It is hard to blame The Pin Show organizers for wanting to show as much of DFW’s fashion talent as possible. The Pin Show is the highest profile platform that most of these young designers have had so far to show off their skills.
But sometimes too much of a good thing is a bad thing.
Last weekend, The Bomb Factory hosted the ninth Pin Show, a platform for independent fashion designers to showcase their work. This year’s event featured the work of six “established designers” that included University of North Texas alumni Dika Obiaju and Jiani Chen, and 19 up-and-comers in the “emerging designers” category. In addition to the 25 designers who presented collections, the event also included two separate Indiaspopup.com segments featuring the work of five designers from India.
Thirty designers and a 20-minute intermission made for quite a long night. The pacing seemed a bit haphazard and even with the long running time, it would have been nice to have each designer introduce the collection. A special app was created for the event that listed the presenting designers with links to their social media and website, but individual collection names were nowhere to be found. Perhaps future editions of the show would benefit from sacrificing the number of designers featured to make room for formal introductions and to allow each designer to shine more brightly and not get lost in the mass.
In an evening full of talent, here are some of the night’s standout emerging designers worth keeping an eye on.
Shira Artis — Shira Simone Designs
Like many of the night’s designers, Shira Artis is a graduate of UNT’s fashion design program. The Pin Show being her first fashion show, Artis wanted to focus on the basics, allowing the audience the opportunity to see what magic she could produce with an offering of sportswear essentials like jackets and pants. “I wanted to put a different spin on the basics by using different fabrics and cuts,” Artis says. Artis delivered a cohesive collection entitled “Vive” which utilized soft, delicate fabrics that give a feminine edge to contemporary sportswear.
Carina Ortega’s Alcatar 2017 collection offered up slick and modern pieces, all beautifully constructed. Strong geometric lines and cut-out details were made softer by Ortega’s choice of fabrics and pastel colors. The collection mixed fitted and oversized garments and was inspired by outfits worn by samurai, Ortega says. The Pin Show might have been Ortega’s third fashion show but she was just as thrilled to see her piece down the runaway as if it had been her first. “I felt relief and excitement that it was all finally out there for people to see what Alcantar is all about,” Ortega says.
Octavio Chavez — Ain’t No Lady
Octavio Chavez chose to use male models to present his “Ain’t No Lady” Volume I collection since not too many local designers work with menswear, but Chavez doesn’t want his clothes to be constrained to a binary notion of gender. The name of his brand arose from an inside joke between him and his female friends. Chavez would wear a tunic. His female friends would jokingly say they were all wearing dresses, and Chavez would respond, “Yes, but I ain’t no lady.” “I’ve always said that clothing isn’t feminine or masculine. It’s how how the person wears it. The clothing is just an instrument to express yourself,” Chavez says. The collection included crop tops, tunic, leggings, coats and pants. The pieces, partly inspired by the art and illustrations of anime, incorporated mesh, neoprene, denim and free-hand embroidery with an easy-flowing, street art vibe.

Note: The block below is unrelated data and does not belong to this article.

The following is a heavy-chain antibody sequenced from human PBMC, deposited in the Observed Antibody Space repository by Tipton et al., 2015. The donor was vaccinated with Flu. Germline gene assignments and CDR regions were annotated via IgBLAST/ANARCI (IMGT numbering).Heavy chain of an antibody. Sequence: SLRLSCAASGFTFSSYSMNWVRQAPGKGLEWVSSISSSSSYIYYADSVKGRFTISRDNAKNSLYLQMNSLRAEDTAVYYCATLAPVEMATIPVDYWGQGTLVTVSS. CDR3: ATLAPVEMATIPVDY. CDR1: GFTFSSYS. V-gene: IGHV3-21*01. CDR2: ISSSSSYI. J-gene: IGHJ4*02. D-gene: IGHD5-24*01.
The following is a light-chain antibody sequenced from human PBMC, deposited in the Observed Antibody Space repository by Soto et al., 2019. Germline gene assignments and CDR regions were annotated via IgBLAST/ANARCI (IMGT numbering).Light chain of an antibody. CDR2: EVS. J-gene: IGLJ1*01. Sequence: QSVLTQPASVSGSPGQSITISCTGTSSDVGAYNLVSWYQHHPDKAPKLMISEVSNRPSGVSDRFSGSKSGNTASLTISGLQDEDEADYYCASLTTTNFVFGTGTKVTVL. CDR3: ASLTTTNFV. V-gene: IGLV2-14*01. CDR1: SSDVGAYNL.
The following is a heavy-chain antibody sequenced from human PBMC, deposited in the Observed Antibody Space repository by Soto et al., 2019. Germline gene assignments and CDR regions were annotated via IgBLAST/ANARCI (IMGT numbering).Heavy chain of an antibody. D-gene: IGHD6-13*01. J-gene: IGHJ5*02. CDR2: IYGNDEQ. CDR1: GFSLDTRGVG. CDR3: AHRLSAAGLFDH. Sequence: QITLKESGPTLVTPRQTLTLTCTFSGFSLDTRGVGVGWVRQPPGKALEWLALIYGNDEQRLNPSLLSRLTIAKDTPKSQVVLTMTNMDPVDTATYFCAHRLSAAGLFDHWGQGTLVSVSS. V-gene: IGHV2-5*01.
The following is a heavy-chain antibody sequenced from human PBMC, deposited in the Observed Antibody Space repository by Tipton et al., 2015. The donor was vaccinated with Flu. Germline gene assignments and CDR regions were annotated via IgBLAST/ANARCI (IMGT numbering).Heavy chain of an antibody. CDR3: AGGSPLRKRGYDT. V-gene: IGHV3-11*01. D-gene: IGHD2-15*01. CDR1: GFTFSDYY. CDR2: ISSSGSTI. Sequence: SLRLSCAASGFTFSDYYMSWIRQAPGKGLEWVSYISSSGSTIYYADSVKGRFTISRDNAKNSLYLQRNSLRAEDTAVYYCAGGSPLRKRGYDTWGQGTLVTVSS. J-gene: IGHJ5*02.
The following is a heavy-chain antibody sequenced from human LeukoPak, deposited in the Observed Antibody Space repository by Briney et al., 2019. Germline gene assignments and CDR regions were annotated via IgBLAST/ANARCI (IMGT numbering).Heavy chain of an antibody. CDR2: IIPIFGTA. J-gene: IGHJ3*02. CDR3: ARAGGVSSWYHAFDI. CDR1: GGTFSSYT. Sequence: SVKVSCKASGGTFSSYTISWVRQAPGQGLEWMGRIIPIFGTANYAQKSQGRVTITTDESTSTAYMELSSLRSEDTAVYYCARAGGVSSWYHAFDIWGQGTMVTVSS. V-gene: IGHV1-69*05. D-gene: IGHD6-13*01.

UNT senior Radkeem Sims also brought often neglected menswear to The Pin Show runway. His collection “Do Not Hurt Me” contained pieces embellished with fur and belts, giving an edgy sophistication to both men’s and women’s wear. “I want people to embrace themselves, embrace their cool,” Sims says about his clothes. Sims’ post-graduation goals include interning for the big fashion labels of the world and eventually having his own successful brand. After participating in his first fashion show, Sims offered his nephew some advice. “I told him, 'Don’t let anyone strip you of your dreams. Do what you want to do.' He saw my struggles through school and I am about to graduate,” Sims says.
A junior in high school, Jeanette Goodlin was the youngest designer at The Pin Show, but don’t let her youth fool you. Goodlin was able to expertly execute a collection with a clear vision and direction. Named after the neighborhood her mother grew up in, “Royal Oaks” offered up jackets, dresses and parkas with ’80s street chic vibes. Goodlin also incorporated quilted panels and prints reminiscent of Renaissance times. “I wanted to mix the popular with things that aren’t, like the Renaissance,” Goodlin says. “I really love the Renaissance and I feel like there are cool things that are forgotten about it because it was long ago.”
Molly Sydnor is a multimedia artist who studies fiber art and textile design. Regardless of the medium, her work focuses on the body and explores race, identity and sexuality. “Soft Serve” is a collection that juxtaposes fabrics and colors that incorporate Sydnor’s vibrant and interact loom work. “I was listening to this podcast, and this woman was talking about her mixed children, how she hates when people ask her what they’re mixed with because she doesn’t think they’re an ice cream flavor,” Sydnor says. “It just kind of resonated with me and that was the inspiration behind Soft Serve. I’m working with dualities: duality of the materials, the duality of spandex knit fabric versus woven, the duality of dark versus light.” It’s a group of dichotomies that came together to create one of the night’s most distinctive collections.